ERIC Number: ED201399
Record Type: RIE
Publication Date: 1981-Apr
Reference Count: 0
"If That's What You Mean, Why Didn't You Say So?": Differential Uses of Maternal Action-Directive Sub-Types.
Schneiderman, Maita H.
Ways in which mothers adjust the explicitness of their speech to the capabilities of their children were explored among 38 mothers and 40 of their children. All children ranged in age from 1 1/2 to 3 1/2 years. Children were grouped by mean age in 6-month intervals, with eight subjects per group, and paired with their mothers. Each mother-child pair participated in a 1/2-hour naturalistic interaction focused on the child's toys. Two observers each taped on separate tape recorders whenever the mother made a verbal request for any action. Six months later, 15 of the mother-child pairs, three at each mean age, participated in a second session conducted like the first. Identified action-directives were classified into one of three sub-types: Standard Imperatives, Embedded Imperatives, and Implied Action-Directives. The results show a simple progression: the less sophisticated the child, the more explicit the mother's speech to him or her. Cross-sectional analyses show that Standard Imperatives declined significantly with increases in the child's age. Implied Action-Directives increased in a linear fashion with the child's age. Embedded Imperatives increased to age 2 1/2 and then decreased. Longitudinal analyses indicate that mothers used a significantly lower proportion of Standard Imperatives and a significantly greater proportion of Implied Action-Directives in the second session than they had in the first. The change in Embedded Imperatives was consistent with the cross-sectional analysis. The analysis of maternal repetition sequences indicated that mothers used a more explicit sub-type when children failed to obey less explicit sub-types. (Author/RH)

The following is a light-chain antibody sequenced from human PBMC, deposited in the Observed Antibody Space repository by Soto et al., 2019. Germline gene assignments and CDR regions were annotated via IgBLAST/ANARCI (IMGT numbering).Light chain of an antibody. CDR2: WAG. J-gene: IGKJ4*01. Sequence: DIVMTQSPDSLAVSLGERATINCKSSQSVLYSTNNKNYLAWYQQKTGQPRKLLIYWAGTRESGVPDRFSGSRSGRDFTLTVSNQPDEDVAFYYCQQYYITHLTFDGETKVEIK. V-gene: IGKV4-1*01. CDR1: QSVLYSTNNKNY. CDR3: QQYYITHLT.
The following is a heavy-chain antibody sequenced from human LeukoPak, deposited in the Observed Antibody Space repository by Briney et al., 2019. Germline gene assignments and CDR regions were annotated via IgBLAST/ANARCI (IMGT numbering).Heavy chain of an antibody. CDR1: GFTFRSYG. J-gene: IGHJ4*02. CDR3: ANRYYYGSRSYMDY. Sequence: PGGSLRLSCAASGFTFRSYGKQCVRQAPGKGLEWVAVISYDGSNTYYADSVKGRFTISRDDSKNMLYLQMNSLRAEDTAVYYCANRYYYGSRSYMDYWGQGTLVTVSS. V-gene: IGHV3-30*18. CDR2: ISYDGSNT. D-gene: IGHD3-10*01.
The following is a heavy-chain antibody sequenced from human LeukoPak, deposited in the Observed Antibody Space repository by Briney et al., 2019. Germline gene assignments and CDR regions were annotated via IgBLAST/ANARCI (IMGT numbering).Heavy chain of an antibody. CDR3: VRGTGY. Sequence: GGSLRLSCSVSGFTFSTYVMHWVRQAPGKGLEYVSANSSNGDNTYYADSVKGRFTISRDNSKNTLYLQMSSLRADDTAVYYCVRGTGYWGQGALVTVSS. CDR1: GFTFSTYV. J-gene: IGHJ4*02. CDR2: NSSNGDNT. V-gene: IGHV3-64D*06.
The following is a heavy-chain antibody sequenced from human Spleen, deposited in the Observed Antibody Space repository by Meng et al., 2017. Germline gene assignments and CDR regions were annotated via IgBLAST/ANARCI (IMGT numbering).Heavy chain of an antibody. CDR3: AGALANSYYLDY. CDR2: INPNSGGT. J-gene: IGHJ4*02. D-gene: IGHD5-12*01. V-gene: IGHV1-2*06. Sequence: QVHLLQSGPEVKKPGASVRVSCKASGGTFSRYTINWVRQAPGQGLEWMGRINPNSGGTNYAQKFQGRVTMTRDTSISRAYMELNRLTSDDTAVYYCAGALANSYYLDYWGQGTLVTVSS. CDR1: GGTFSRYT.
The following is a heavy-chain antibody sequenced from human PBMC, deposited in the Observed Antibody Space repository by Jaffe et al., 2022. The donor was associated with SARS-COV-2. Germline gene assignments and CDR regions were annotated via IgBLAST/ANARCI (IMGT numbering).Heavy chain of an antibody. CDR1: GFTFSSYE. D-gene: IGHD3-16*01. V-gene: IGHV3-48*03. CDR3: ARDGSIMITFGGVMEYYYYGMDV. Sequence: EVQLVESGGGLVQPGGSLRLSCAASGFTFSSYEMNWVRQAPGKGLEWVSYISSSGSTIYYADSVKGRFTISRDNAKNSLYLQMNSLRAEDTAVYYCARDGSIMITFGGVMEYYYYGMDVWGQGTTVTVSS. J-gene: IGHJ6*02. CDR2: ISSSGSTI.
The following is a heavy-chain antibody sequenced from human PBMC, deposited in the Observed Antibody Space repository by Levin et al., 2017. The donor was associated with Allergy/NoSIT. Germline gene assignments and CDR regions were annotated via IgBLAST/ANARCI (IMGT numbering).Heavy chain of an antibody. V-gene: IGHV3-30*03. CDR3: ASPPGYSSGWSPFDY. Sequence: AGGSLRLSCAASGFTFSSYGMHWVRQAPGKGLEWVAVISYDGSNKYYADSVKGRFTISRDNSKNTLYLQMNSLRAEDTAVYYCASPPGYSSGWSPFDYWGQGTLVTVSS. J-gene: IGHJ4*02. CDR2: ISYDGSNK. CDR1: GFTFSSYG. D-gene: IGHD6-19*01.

Publication Type: Reports - Research; Speeches/Meeting Papers
Education Level: N/A
Authoring Institution: N/A
Identifiers: Directive Speech
Note: Paper presented at the Biennial Meeting of the Society for Research in Child Development (Boston, MA, April 2-5, 1981).